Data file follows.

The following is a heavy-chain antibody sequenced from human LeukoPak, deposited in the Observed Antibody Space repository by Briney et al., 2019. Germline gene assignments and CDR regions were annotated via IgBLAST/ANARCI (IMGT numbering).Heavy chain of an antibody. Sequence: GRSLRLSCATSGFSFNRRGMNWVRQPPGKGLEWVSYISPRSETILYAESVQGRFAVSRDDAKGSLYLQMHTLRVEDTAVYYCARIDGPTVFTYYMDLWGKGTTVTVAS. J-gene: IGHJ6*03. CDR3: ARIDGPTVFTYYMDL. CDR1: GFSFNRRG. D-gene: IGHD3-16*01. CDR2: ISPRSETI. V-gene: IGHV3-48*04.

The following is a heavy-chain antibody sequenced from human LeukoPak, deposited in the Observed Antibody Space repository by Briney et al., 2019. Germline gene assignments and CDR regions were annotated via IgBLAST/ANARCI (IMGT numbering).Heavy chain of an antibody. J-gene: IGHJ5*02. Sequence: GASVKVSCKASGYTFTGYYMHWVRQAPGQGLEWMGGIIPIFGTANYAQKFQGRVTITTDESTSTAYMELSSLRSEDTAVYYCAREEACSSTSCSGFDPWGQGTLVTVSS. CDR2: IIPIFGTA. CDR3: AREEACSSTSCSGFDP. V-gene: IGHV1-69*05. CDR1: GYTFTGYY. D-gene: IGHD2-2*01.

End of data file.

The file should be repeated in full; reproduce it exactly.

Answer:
The following is a heavy-chain antibody sequenced from human LeukoPak, deposited in the Observed Antibody Space repository by Briney et al., 2019. Germline gene assignments and CDR regions were annotated via IgBLAST/ANARCI (IMGT numbering).Heavy chain of an antibody. Sequence: GRSLRLSCATSGFSFNRRGMNWVRQPPGKGLEWVSYISPRSETILYAESVQGRFAVSRDDAKGSLYLQMHTLRVEDTAVYYCARIDGPTVFTYYMDLWGKGTTVTVAS. J-gene: IGHJ6*03. CDR3: ARIDGPTVFTYYMDL. CDR1: GFSFNRRG. D-gene: IGHD3-16*01. CDR2: ISPRSETI. V-gene: IGHV3-48*04.

The following is a heavy-chain antibody sequenced from human LeukoPak, deposited in the Observed Antibody Space repository by Briney et al., 2019. Germline gene assignments and CDR regions were annotated via IgBLAST/ANARCI (IMGT numbering).Heavy chain of an antibody. J-gene: IGHJ5*02. Sequence: GASVKVSCKASGYTFTGYYMHWVRQAPGQGLEWMGGIIPIFGTANYAQKFQGRVTITTDESTSTAYMELSSLRSEDTAVYYCAREEACSSTSCSGFDPWGQGTLVTVSS. CDR2: IIPIFGTA. CDR3: AREEACSSTSCSGFDP. V-gene: IGHV1-69*05. CDR1: GYTFTGYY. D-gene: IGHD2-2*01.